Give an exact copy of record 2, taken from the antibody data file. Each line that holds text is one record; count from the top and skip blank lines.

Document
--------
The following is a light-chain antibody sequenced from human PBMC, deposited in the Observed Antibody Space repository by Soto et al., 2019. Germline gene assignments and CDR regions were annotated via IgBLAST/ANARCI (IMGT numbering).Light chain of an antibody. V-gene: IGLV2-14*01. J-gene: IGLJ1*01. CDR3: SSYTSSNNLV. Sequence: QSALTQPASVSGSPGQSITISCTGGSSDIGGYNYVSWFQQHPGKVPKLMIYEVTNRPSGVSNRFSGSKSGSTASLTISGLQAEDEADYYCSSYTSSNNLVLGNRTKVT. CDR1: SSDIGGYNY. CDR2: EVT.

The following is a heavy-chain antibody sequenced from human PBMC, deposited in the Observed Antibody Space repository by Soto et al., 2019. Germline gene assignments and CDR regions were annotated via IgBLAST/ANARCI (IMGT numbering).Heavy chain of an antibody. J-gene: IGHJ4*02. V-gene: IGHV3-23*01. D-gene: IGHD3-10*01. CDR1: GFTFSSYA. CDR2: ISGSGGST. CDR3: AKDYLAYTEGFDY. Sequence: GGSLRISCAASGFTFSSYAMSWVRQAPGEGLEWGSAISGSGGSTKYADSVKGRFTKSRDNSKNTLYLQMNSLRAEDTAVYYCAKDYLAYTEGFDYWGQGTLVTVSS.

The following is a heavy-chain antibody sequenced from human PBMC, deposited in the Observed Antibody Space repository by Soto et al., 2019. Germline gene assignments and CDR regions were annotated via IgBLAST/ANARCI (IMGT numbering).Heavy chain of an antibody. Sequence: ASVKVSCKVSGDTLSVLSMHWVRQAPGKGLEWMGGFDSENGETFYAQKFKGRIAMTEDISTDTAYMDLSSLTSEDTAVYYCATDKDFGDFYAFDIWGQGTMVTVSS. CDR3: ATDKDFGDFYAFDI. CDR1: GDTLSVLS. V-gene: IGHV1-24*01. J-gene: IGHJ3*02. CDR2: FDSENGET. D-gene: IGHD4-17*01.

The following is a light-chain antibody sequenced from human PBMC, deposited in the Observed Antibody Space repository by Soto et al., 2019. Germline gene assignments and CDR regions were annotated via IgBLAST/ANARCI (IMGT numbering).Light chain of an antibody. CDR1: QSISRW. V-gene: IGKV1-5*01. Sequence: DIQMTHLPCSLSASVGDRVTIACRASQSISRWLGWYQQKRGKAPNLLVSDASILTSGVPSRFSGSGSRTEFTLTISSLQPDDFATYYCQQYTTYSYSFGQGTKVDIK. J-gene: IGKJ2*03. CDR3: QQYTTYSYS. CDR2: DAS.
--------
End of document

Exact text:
The following is a heavy-chain antibody sequenced from human PBMC, deposited in the Observed Antibody Space repository by Soto et al., 2019. Germline gene assignments and CDR regions were annotated via IgBLAST/ANARCI (IMGT numbering).Heavy chain of an antibody. J-gene: IGHJ4*02. V-gene: IGHV3-23*01. D-gene: IGHD3-10*01. CDR1: GFTFSSYA. CDR2: ISGSGGST. CDR3: AKDYLAYTEGFDY. Sequence: GGSLRISCAASGFTFSSYAMSWVRQAPGEGLEWGSAISGSGGSTKYADSVKGRFTKSRDNSKNTLYLQMNSLRAEDTAVYYCAKDYLAYTEGFDYWGQGTLVTVSS.